Environmental and bioenergetic constraints on the synthesis of biomass
Abstract:Aside from nutrients and water, the main factor determining whether a given microbial population increases, decreases or stays the same size is the amount of energy that is available to the community and the rate at which it is delivered, the power supply. The power supply characterizing an environment - the Gibbs energy of catabolic reactions multiplied by the rate of reactants supply - is relatively straightforward to determine. However, the power required to synthesize biomolecules needed for growth is not only a function of the temperature, pressure and composition of the environment where it is happening, but also the actual amount of biomass needed to make a new cell. The purpose of this presentation is to quantify the cost of synthesizing biomass under different environmental conditions for differently sized microbial cells.
In particular, we will show that the amount of energy required for anabolism is strongly dependent on the average nominal oxidation state of carbon, NOSC, in the compounds that are used for anabolism and the oxidation state of the environment where growth is occurring. For instance, the energy required to synthesize glycine (NOSC = +1) from CO2 (NOSC = +4 under relatively oxic conditions, log aH2 = -9, is +87 kJ (mol glycine)-1, whereas under more reducing conditions, log aH2 = -4, it’s only + 1.8 kJ (mol glycine)-1. If instead acetate (NOSC = 0) is used as the carbon source for glycine anabolism, it’s exergonic to synthesize glycine throughout a very broad range of redox states (from O2 saturated water to log aO2 = -45).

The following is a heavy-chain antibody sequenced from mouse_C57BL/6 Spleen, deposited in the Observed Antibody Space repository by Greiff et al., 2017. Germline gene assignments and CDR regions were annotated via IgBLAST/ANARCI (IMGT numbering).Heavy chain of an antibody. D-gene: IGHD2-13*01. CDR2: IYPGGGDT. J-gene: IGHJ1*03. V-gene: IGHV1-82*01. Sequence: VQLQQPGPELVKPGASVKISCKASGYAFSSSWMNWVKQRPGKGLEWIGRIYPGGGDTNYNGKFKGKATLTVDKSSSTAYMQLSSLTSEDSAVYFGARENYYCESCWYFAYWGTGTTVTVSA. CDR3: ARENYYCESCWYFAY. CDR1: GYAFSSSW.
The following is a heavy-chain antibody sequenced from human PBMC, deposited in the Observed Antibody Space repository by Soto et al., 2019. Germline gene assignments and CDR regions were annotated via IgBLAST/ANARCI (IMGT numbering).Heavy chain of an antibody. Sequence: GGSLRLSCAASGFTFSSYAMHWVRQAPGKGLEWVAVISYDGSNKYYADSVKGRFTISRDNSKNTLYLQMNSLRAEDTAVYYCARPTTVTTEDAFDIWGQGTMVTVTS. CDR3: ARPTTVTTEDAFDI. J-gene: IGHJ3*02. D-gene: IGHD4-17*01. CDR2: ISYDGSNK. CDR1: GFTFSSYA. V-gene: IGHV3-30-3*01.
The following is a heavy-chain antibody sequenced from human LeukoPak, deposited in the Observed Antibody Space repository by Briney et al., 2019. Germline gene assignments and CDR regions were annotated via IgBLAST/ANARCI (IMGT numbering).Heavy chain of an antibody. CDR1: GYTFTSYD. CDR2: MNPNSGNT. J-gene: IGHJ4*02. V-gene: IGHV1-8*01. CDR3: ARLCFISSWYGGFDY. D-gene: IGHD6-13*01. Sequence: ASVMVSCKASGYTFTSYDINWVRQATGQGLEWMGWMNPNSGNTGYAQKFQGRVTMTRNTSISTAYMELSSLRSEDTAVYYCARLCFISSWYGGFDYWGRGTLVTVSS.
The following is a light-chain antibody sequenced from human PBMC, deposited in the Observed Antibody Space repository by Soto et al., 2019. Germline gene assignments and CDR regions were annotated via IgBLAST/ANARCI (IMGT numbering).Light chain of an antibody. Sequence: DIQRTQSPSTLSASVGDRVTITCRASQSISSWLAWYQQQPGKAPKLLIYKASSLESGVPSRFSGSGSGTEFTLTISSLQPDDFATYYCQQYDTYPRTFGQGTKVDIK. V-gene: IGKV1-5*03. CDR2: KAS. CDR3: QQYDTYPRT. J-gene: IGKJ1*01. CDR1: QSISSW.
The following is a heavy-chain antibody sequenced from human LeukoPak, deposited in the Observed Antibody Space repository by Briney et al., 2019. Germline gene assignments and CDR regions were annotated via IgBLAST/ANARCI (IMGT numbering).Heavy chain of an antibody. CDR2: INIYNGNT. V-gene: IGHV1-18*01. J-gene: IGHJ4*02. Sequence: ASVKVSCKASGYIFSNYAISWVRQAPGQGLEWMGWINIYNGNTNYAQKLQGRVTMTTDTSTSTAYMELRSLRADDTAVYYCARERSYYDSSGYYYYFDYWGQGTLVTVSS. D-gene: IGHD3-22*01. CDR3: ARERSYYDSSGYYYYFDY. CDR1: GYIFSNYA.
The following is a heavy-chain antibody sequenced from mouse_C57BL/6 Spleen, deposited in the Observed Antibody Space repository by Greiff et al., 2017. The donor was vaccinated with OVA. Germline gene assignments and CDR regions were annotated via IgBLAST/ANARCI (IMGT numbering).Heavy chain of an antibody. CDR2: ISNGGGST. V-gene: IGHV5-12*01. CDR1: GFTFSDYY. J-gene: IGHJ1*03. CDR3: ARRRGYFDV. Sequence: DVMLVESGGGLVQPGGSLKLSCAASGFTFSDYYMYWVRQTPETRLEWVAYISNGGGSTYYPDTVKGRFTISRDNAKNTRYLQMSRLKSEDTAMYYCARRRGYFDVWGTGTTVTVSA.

Furthermore, and unlike earlier efforts, the amount of energy required to make microbial cells is corrected for their variable sizes. Based on a literature survey, the mass of carbon in Archaeal and Bacterial cells ranges by at least a factor of 17. Similarly, of the ~3100 complete Bacterial genomes that have been sequenced and reported on the Nation Center for Biotechnology Information, NCBI, website, the number of base pairs per genome varies by a factor of 138.
Taken together, the number of cells that can be synthesized by a joule of energy can vary by several orders of magnitude depending on the environmental conditions and the size of the cells being made.